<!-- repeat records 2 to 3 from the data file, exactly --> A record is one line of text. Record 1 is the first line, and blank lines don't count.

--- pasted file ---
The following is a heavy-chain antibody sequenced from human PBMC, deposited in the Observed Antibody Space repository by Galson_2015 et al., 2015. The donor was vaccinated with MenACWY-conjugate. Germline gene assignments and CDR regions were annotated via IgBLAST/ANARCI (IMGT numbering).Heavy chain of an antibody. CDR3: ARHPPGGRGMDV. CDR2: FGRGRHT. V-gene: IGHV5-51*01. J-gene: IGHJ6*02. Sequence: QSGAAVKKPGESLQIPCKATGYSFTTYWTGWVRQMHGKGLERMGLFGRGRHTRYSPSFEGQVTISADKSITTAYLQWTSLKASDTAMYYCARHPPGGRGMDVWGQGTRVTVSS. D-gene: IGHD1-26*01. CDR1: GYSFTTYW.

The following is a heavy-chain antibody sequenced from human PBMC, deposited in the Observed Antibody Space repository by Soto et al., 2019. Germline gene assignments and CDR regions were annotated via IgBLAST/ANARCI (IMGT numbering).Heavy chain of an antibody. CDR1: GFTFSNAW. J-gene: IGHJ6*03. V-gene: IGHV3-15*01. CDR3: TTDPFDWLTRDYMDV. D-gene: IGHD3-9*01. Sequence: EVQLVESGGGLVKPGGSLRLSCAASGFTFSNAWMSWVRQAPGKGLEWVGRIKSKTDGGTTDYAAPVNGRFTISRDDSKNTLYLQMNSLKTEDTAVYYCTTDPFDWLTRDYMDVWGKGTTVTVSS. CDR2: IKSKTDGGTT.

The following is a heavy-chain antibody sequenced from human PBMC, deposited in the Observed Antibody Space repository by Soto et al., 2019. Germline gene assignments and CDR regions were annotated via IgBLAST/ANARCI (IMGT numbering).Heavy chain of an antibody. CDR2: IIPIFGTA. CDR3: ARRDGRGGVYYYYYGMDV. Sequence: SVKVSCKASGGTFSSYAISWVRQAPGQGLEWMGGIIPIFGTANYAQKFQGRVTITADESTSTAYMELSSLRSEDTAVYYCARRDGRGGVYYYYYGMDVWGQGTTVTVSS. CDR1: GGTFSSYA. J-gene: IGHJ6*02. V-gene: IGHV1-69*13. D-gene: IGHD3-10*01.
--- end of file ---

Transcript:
The following is a heavy-chain antibody sequenced from human PBMC, deposited in the Observed Antibody Space repository by Soto et al., 2019. Germline gene assignments and CDR regions were annotated via IgBLAST/ANARCI (IMGT numbering).Heavy chain of an antibody. CDR1: GFTFSNAW. J-gene: IGHJ6*03. V-gene: IGHV3-15*01. CDR3: TTDPFDWLTRDYMDV. D-gene: IGHD3-9*01. Sequence: EVQLVESGGGLVKPGGSLRLSCAASGFTFSNAWMSWVRQAPGKGLEWVGRIKSKTDGGTTDYAAPVNGRFTISRDDSKNTLYLQMNSLKTEDTAVYYCTTDPFDWLTRDYMDVWGKGTTVTVSS. CDR2: IKSKTDGGTT.

The following is a heavy-chain antibody sequenced from human PBMC, deposited in the Observed Antibody Space repository by Soto et al., 2019. Germline gene assignments and CDR regions were annotated via IgBLAST/ANARCI (IMGT numbering).Heavy chain of an antibody. CDR2: IIPIFGTA. CDR3: ARRDGRGGVYYYYYGMDV. Sequence: SVKVSCKASGGTFSSYAISWVRQAPGQGLEWMGGIIPIFGTANYAQKFQGRVTITADESTSTAYMELSSLRSEDTAVYYCARRDGRGGVYYYYYGMDVWGQGTTVTVSS. CDR1: GGTFSSYA. J-gene: IGHJ6*02. V-gene: IGHV1-69*13. D-gene: IGHD3-10*01.